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Home / Santa Ana

Judge blocks law that bans carrying guns in most public places

Portions of a state law that would have banned carrying guns in most public places was blocked Wednesday by a Santa Ana federal judge, who ruled it violated the Second Amendment of the U.S. Constitution.

U.S. District Judge Cormac J. Carney wrote that Senate Bill 2’s “coverage is sweeping, repugnant to the Second Amendment, and openly defiant of the Supreme Court.”

Gov. Gavin Newsom, who signed the bill into law Sept. 26, said in a statement, “Defying common sense, this ruling outrageously calls California’s data-backed gun safety efforts ‘repugnant.’ What is repugnant is this ruling, which greenlights the proliferation of guns in our hospitals, libraries, and children’s playgrounds — spaces which should be safe for all.”

The law, which goes into effect Jan. 1, bans licensed gun carriers from having their firearms on public transportation, at public gatherings and special events, in parks and at playgrounds, in stadiums, arenas and casinos, in medical facilities, religious institutions or financial institutions, anywhere that liquor is sold and consumed, in all other private commercial spaces where the owner has not explicitly posted a sign to the contrary, and in many parking areas, among other places.

The law was considered a workaround to the U.S. Supreme Court’s 2022 ruling in New York State Rifle & Pistol Assn. vs. Bruen, which held that sweeping restrictions on licensed gun holders to carry their weapons in public were unconstitutional, in part because they stripped those people of their constitutional right to self-defense.

In his ruling Wednesday, Carney, an appointee of President George W. Bush, said the new law went too far “as the `sensitive places’ exception cited by the Supreme Court had to do with relatively few, historically restricted places, not most public spaces in society.”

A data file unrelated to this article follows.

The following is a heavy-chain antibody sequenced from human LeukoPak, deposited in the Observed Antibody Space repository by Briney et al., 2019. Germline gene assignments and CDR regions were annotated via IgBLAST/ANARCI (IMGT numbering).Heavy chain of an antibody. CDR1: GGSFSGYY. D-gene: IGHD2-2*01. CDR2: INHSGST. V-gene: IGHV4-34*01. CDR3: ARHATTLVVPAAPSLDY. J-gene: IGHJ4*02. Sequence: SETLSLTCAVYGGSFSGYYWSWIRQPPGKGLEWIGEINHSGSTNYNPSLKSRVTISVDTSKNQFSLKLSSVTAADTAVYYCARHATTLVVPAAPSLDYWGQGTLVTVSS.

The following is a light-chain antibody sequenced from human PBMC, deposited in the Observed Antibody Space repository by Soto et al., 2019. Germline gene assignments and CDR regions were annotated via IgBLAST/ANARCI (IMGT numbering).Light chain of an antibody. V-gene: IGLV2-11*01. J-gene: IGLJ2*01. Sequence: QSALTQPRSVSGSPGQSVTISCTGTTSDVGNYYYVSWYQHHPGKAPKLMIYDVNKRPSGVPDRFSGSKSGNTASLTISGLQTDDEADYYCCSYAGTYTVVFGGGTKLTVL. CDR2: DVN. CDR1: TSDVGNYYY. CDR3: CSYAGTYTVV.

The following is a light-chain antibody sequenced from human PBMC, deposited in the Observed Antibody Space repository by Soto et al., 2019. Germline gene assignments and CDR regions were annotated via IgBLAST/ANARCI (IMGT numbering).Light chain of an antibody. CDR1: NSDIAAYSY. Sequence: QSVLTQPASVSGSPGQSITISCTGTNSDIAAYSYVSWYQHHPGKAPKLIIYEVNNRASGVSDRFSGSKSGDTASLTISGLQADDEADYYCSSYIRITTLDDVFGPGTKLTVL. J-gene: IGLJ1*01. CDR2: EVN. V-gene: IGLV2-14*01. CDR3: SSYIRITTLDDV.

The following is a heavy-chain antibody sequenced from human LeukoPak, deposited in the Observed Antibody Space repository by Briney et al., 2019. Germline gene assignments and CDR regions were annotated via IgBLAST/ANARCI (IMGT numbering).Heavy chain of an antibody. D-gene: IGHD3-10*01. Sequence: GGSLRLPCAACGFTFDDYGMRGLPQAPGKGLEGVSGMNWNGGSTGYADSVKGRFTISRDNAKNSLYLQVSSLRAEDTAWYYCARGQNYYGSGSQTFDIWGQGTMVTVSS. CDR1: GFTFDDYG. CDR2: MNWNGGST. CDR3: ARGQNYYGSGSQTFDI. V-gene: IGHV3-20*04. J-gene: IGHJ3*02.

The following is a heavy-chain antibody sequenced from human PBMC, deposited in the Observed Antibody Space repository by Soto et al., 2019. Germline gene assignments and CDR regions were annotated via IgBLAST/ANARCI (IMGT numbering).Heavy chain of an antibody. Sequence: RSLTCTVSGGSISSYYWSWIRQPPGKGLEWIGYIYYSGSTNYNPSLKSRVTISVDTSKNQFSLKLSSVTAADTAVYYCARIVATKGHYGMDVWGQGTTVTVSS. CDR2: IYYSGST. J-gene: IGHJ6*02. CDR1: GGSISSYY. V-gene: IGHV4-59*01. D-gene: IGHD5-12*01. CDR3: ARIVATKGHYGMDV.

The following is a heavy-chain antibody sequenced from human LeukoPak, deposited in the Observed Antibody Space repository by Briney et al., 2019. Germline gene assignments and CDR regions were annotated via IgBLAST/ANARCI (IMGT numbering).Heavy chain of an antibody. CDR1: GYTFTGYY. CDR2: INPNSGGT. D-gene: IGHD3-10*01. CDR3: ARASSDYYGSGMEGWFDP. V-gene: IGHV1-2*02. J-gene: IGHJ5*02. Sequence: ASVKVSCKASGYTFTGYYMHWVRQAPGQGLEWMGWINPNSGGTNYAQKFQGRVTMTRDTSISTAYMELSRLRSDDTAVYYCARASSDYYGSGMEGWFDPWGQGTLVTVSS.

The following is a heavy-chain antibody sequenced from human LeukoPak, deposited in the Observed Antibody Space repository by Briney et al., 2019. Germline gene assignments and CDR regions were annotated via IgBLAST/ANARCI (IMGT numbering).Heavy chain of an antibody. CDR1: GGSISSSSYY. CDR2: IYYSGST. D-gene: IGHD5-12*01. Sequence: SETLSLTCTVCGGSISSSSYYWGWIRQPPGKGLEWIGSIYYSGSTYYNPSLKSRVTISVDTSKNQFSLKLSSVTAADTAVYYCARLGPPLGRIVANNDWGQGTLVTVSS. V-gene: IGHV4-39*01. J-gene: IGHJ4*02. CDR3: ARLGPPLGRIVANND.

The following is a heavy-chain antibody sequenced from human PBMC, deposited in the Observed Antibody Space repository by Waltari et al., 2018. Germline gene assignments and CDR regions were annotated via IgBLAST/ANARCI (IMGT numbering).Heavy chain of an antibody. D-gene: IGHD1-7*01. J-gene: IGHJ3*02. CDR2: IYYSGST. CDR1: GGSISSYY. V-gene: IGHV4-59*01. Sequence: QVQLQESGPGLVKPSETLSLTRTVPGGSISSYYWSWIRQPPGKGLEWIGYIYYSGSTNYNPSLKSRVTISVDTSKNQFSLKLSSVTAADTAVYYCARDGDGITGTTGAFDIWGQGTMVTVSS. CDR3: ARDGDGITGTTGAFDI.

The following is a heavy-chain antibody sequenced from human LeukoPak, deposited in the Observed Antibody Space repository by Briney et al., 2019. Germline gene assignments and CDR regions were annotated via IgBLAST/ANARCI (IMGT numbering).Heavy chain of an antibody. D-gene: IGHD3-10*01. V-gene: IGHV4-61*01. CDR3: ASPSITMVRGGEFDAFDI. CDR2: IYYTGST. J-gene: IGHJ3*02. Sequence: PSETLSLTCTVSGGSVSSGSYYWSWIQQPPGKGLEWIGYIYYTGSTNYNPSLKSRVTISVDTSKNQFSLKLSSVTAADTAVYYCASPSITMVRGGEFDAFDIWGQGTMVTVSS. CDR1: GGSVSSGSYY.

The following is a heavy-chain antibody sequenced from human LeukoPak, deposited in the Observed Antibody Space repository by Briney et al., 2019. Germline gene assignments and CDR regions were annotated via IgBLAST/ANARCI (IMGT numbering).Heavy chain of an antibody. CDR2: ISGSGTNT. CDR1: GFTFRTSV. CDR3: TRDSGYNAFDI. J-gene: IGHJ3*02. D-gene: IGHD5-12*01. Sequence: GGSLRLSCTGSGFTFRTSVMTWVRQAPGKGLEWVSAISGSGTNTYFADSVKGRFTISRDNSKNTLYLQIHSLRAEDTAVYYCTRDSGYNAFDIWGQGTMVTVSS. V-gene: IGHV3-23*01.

Carney said an injunction against the law taking effect as litigation in the case continues was warranted because those suing the state over the measure are likely to win their case and would suffer “irreparable harm” if they weren’t allowed to carry their firearms in the meantime.

Carney also said that focusing new gun restrictions on people who have permits to carry guns in the state made little sense from his perspective.

“Although the government may have some valid safety concerns, legislation regulating (concealed carry) permitholders — the most responsible of law abiding citizens seeking to exercise their Second Amendment rights — seems an odd and misguided place to focus to address those safety concerns,” Carney wrote.

“They have been through a vigorous vetting and training process following their application to carry a concealed handgun,” he wrote. “The challenged SB 2 provisions unconstitutionally deprive this group of their constitutional right to carry a handgun in public for self-defense.”

Carney’s order applies to the “sensitive places” restrictions of SB 2 and does not apply to other parts of the new law that have to do with permitting rules.

California Attorney General Rob Bonta said his office will file an appeal of Carney’s decision.

“If allowed to stand, this decision would endanger communities by allowing guns in places where families and children gather,” Bonta said in a statement. “Guns in sensitive public places do not make our communities safer, but rather the opposite.

“More guns in more sensitive places makes the public less safe; the data supports it. I have directed my team to file an appeal to overturn this decision. We believe the court got this wrong, and that SB 2 adheres to the guidelines set by the Supreme Court in Bruen. We will seek the opinion of the appellate court to make it right.”

Chuck Michel, an attorney for the plaintiffs who sued the state to block the measure, praised Carney’s ruling.

“California anti-gun owner politicians refuse to accept the Supreme Court’s mandate from the Bruen case and are trying every creative ploy they can imagine to get around it,” Michel said in a statement.

“This law was an attempt to make permits to carry a firearm to defend yourself or your family useless because permit holders wouldn’t be able to drive across town without passing through a prohibited area and breaking the law.”

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